Wednesday, December 30, 2009

Beware: The Man Behind the Search Curtain

-by Dana Lawit

Everyone assumes the future of the internet will look like this.

In this Internet, everyone has equal access, information is secure and reliable, connections and speed are readily available and we can all tweet, facebook, blog, comment, etc. to our heart's content.

This was shared during a conference I attended for women in the sciences with some students from my school. One of the presenters, Rebecca Fiebrink, outlined some of the global challenges scientists and engineers must solve in the coming decades. Among them, global warming, alternative energy, and the future of the internet. (Note: The puppy featured above is not same puppy from her presentation but you get the gist.)

She went on to say, that the future of the Internet could also just as easily look like this (again, not the same dog from her presentation, but you know...):

In this version, information and access is unreliable and unequally distributed. Private data isn't secure. Censorship abounds.

Today we see instances of each: censored web sites in China, varying bandwidth speeds in different geographic regions, and Twitter served as the free press covering elections in Iran.

The New York Times ran an op-ed earlier this week by Adam Raff of Foundem that outlines some of the algorithms Google uses to index web sites to yield search results and warns that perhaps we need to be a bit more attentive to the regulations that govern not only Internet content, but Internet searching.

I recently asked my students how they thought Google ranked search results. Responses varied from newest, most accurate, "best", and one student suggested most clicked on. The Internet, it turns out is a popularity contest (for now). Recently, Google has come under fire for not merely listing sites in terms of visits, but allowing priority for its own services and sponsors. The Internet it also turns out, goes to the highest bidder.

The reason I find all of this so fascinating is that it reminds me that just as important as teaching how to use technologies, we must teach how technologies operate. The Internet isn't a static force. We must prepare our students, as netizens, not only to use the Internet but prepare them to answer questions of how we use the internet -- how we access information, and what guarantees we want about that information.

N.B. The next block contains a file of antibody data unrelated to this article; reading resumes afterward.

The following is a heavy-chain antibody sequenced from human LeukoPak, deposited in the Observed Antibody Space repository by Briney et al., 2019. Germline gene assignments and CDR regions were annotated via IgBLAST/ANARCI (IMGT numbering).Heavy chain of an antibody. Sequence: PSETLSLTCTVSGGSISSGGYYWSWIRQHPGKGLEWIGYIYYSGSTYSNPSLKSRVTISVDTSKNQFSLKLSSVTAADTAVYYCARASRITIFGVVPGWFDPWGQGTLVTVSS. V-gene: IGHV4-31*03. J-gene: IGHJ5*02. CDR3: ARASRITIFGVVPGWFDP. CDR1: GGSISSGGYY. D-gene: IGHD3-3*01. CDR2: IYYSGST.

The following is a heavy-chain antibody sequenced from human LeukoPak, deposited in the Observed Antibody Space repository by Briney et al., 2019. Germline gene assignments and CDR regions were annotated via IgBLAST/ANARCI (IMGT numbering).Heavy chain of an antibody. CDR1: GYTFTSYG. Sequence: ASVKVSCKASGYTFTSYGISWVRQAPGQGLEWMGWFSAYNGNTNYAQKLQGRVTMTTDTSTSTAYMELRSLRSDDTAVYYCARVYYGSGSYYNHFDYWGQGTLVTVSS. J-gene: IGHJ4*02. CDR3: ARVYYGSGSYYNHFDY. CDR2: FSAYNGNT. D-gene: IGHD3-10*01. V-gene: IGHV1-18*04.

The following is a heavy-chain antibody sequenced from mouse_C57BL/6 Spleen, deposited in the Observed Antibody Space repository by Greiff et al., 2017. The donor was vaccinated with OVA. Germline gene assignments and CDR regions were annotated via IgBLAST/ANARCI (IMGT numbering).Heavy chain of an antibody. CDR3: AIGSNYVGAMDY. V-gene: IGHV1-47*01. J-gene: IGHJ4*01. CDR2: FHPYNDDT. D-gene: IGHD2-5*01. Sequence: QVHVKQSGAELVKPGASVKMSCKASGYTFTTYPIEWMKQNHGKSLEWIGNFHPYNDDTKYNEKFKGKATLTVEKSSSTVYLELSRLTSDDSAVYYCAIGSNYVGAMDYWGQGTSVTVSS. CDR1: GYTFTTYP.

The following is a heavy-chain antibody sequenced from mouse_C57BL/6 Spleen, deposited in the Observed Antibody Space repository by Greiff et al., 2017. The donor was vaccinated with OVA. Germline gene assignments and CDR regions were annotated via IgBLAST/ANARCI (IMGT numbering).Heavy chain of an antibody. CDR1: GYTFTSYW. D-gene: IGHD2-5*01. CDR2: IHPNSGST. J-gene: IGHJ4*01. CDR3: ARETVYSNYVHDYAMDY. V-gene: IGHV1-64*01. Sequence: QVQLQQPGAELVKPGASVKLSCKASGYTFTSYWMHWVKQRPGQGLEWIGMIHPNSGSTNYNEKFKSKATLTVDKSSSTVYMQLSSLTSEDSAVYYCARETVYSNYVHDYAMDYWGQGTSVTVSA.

1. Hi Dana - I just came across your blog today and LOVE it. I blog on similar topics, coming from a college perspective which is certainly intertwined with all the same themes you write about. My colleagues in higher ed frequently gripe about students who "just don't understand how to find valid content online." While the blame is quick to be placed on "the students," it seems rare to hear realizations about the need for education to reform to teach updated, 21st century skills, as you've noted.

    On a related note, my nine year old son was permitted by his teacher to use the internet to do research for his biography report this fall, yet he was provided no lesson on how to search for credible content or how to do boolean searches. To me, that was more alarming than NOT permitting use of the internet at all.

    I fully agree with you. We need to get our arms around the critical importance of digital citizenry and digital literacy and begin to ensure these skills are integrated in K-12, but also ensure our professors in college are keenly trained on them as well (another, equally compelling, topic).

    I will be back.

    Michelle Pacansky-Brock

  2. Hi Michelle,

    I agree that part of the approach must be in ensure that educators are comfortable and savvy with varying technologies. It must simply be a professional standard. Checking and responding to email is just as essential a professional obligation as coming to work on time.

    But educators must be given the support both in terms of training and professional development but also time during their work day to learn and use technologies -- building a class wiki, website, or even email list serve.

    Similarly, students must be given the time to learn and use these tools. I'd be interested to see statistics that break down student access to computers and the Internet -- I imagine is strikingly different depending on where one lives.



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